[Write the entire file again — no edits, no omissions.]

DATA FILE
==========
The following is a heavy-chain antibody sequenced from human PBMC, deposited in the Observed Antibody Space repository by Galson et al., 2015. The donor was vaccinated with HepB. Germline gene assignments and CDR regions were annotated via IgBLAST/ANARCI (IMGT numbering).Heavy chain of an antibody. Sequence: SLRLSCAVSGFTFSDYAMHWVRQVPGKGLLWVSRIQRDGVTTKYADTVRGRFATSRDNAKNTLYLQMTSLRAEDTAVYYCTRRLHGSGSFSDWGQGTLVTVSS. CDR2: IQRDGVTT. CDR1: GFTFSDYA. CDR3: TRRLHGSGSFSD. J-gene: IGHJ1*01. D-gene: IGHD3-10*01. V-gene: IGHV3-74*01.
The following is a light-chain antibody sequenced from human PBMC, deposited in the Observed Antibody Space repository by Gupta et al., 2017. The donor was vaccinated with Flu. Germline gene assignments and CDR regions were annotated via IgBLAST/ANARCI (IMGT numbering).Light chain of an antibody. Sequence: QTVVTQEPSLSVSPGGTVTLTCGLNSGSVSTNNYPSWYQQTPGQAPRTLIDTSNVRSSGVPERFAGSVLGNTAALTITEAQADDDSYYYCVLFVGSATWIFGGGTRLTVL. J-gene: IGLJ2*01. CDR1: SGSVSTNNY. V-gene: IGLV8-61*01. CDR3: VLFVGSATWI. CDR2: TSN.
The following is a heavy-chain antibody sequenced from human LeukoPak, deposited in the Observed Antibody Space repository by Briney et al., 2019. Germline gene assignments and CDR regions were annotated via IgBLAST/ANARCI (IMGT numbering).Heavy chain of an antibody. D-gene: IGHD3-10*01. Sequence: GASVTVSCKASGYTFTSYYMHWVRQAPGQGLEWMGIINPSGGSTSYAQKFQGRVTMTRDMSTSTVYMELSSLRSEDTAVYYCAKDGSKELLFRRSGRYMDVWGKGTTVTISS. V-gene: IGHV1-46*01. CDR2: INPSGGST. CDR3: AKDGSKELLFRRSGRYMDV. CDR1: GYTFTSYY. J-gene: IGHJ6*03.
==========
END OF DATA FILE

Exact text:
The following is a heavy-chain antibody sequenced from human PBMC, deposited in the Observed Antibody Space repository by Galson et al., 2015. The donor was vaccinated with HepB. Germline gene assignments and CDR regions were annotated via IgBLAST/ANARCI (IMGT numbering).Heavy chain of an antibody. Sequence: SLRLSCAVSGFTFSDYAMHWVRQVPGKGLLWVSRIQRDGVTTKYADTVRGRFATSRDNAKNTLYLQMTSLRAEDTAVYYCTRRLHGSGSFSDWGQGTLVTVSS. CDR2: IQRDGVTT. CDR1: GFTFSDYA. CDR3: TRRLHGSGSFSD. J-gene: IGHJ1*01. D-gene: IGHD3-10*01. V-gene: IGHV3-74*01.
The following is a light-chain antibody sequenced from human PBMC, deposited in the Observed Antibody Space repository by Gupta et al., 2017. The donor was vaccinated with Flu. Germline gene assignments and CDR regions were annotated via IgBLAST/ANARCI (IMGT numbering).Light chain of an antibody. Sequence: QTVVTQEPSLSVSPGGTVTLTCGLNSGSVSTNNYPSWYQQTPGQAPRTLIDTSNVRSSGVPERFAGSVLGNTAALTITEAQADDDSYYYCVLFVGSATWIFGGGTRLTVL. J-gene: IGLJ2*01. CDR1: SGSVSTNNY. V-gene: IGLV8-61*01. CDR3: VLFVGSATWI. CDR2: TSN.
The following is a heavy-chain antibody sequenced from human LeukoPak, deposited in the Observed Antibody Space repository by Briney et al., 2019. Germline gene assignments and CDR regions were annotated via IgBLAST/ANARCI (IMGT numbering).Heavy chain of an antibody. D-gene: IGHD3-10*01. Sequence: GASVTVSCKASGYTFTSYYMHWVRQAPGQGLEWMGIINPSGGSTSYAQKFQGRVTMTRDMSTSTVYMELSSLRSEDTAVYYCAKDGSKELLFRRSGRYMDVWGKGTTVTISS. V-gene: IGHV1-46*01. CDR2: INPSGGST. CDR3: AKDGSKELLFRRSGRYMDV. CDR1: GYTFTSYY. J-gene: IGHJ6*03.